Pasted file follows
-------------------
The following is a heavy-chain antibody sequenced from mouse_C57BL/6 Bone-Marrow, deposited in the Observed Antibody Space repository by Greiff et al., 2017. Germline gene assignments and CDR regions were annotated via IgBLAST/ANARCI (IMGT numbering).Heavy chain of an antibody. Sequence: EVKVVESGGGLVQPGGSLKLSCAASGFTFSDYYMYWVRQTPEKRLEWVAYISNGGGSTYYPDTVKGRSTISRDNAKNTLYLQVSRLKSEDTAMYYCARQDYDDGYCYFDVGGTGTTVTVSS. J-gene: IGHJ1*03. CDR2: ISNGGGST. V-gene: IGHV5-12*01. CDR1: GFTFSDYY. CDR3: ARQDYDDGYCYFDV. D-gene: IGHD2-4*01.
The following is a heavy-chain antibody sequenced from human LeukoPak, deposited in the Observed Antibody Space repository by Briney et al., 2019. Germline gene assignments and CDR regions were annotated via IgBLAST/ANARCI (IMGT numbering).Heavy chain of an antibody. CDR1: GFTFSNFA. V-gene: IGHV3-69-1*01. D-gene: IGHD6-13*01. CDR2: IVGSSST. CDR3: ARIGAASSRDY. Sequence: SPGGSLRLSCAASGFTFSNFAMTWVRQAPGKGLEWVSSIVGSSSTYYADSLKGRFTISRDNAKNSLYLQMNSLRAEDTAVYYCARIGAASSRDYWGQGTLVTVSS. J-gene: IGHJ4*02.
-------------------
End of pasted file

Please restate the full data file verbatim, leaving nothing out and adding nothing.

The following is a heavy-chain antibody sequenced from mouse_C57BL/6 Bone-Marrow, deposited in the Observed Antibody Space repository by Greiff et al., 2017. Germline gene assignments and CDR regions were annotated via IgBLAST/ANARCI (IMGT numbering).Heavy chain of an antibody. Sequence: EVKVVESGGGLVQPGGSLKLSCAASGFTFSDYYMYWVRQTPEKRLEWVAYISNGGGSTYYPDTVKGRSTISRDNAKNTLYLQVSRLKSEDTAMYYCARQDYDDGYCYFDVGGTGTTVTVSS. J-gene: IGHJ1*03. CDR2: ISNGGGST. V-gene: IGHV5-12*01. CDR1: GFTFSDYY. CDR3: ARQDYDDGYCYFDV. D-gene: IGHD2-4*01.
The following is a heavy-chain antibody sequenced from human LeukoPak, deposited in the Observed Antibody Space repository by Briney et al., 2019. Germline gene assignments and CDR regions were annotated via IgBLAST/ANARCI (IMGT numbering).Heavy chain of an antibody. CDR1: GFTFSNFA. V-gene: IGHV3-69-1*01. D-gene: IGHD6-13*01. CDR2: IVGSSST. CDR3: ARIGAASSRDY. Sequence: SPGGSLRLSCAASGFTFSNFAMTWVRQAPGKGLEWVSSIVGSSSTYYADSLKGRFTISRDNAKNSLYLQMNSLRAEDTAVYYCARIGAASSRDYWGQGTLVTVSS. J-gene: IGHJ4*02.